IN a rare instance of a corporate takeover, the independent directors of a listed company have expressed different assessments of the deal as compared to what the independent advisers have said.
This has come about after FGV Holdings Bhd’s five non-interested directors objected to Federal Land Development Authority’s (Felda) takeover price of the former.
On Dec 22, Felda triggered a mandatory takeover offer (MGO) of FGV shares after it acquired 506.19 million FGV shares or a 13.88% stake from state-linked companies, Urusharta Jamaah Sdn Bhd and Retirement Fund (Inc) for RM658mil cash. The MGO was triggered at RM1.30 a share.
Subsequently, Felda acquired more shares from the market and from the acceptances of its MGO, giving it and the persons acting in concert with it a total holding of 54.09% of FGV.
The divergent views of the independent directors and that of the independent advisers clearly put the balance minority shareholders in a situation of uncertainty on whether to accept the offer.
In the end, shareholders also ought to consider what RHB, the independent adviser, says – that the decision to accept or reject the offer would hinge on the individual risk appetite and specific investment requirements of FGV shareholders.
“The holders are advised to closely monitor the share price, trading volume and any press releases and announcements made in relation to the offer before making a decision on the course of action to be taken in respect of the offer shares, ” it advises.
Previously, a number of research analysts had expressed a view that the takeover price of RM1.30 was fair because it provided an avenue for FGV shareholders to exit their position.
CGS-CIMB Research head Ivy Ng noted that “this is probably a better option for FGV shareholders than having FGV’s share price being negatively impacted by concerns over the termination of the land lease agreement of dispute over compensation terms.”
A contrarian view is expressed by a former high ranking official of Felda. He reckons that shareholders should reject Felda’s offer at RM1.30 and keep the shares even if FGV is no longer listed on the stock exchange.
He says that in line with FGV’s transformation plan, there are better expected earnings in the future on the back of improvements on the quality of its plantation assets.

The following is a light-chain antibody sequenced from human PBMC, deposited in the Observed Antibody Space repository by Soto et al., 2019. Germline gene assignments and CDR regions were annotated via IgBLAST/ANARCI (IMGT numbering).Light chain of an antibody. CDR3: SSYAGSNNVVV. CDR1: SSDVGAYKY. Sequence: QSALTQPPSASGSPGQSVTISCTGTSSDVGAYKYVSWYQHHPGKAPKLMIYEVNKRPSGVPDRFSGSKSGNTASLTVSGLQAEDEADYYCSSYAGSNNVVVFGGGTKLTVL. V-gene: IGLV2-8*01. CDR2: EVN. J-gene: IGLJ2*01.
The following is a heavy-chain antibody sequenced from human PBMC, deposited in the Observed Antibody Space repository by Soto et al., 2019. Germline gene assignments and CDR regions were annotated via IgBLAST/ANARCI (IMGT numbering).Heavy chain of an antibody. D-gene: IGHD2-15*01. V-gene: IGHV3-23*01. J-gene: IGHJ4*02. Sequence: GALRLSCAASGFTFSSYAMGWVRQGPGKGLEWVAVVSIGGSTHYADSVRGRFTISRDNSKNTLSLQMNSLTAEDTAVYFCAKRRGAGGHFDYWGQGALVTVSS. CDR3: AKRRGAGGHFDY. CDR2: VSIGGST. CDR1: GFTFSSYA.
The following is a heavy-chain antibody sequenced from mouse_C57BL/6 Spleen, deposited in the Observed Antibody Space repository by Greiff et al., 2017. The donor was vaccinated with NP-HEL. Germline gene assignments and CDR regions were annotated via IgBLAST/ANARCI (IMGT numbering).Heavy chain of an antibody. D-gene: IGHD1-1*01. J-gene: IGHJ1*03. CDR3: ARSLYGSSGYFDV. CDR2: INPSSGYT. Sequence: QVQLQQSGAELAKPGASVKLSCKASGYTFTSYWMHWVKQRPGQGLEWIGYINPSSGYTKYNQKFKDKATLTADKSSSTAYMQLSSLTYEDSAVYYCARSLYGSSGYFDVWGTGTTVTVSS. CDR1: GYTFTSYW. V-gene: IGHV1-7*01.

This involves improving the average age profile via aggressive replanting efforts and better housing for workers.
“There would be good dividends proposed for the shareholders as Felda will pay out maximum dividends to pay off its loans and, in return, the shareholders would benefit, ” he noted.
Over time, he believes Felda would buy its FGV shares out at a better price.
For now, the cash offer of RM1.30 per share would be opened for acceptances until 5pm on Feb 2. Felda has issued an offer document with regards to the MGO for all remaining shares in FGV it does not own.
Any extension or revision of an announcement would be made by Maybank Investment Bank Bhd, the principle adviser to Felda for the offer document.
In Felda’s announcement, it noted that the offer would provide an opportunity for the group to further increase its shareholding in FGV and consolidate its control in the planter.
“In turn, this would place Felda in a better position to align the future strategy and business direction of FGV, primarily its plantation sector, to fully realise the benefits anticipated from the exercise, ” it said.
After the completion of the offer, Felda said it intended to continue the existing businesses of FGV in oil palm plantation and related downstream activities, including sugar refining, manufacturing and logistics.
It also ensured that it does not plan to liquidate any company within the FGV group.
One thing that remains clear is that Felda is still determined to take FGV private.
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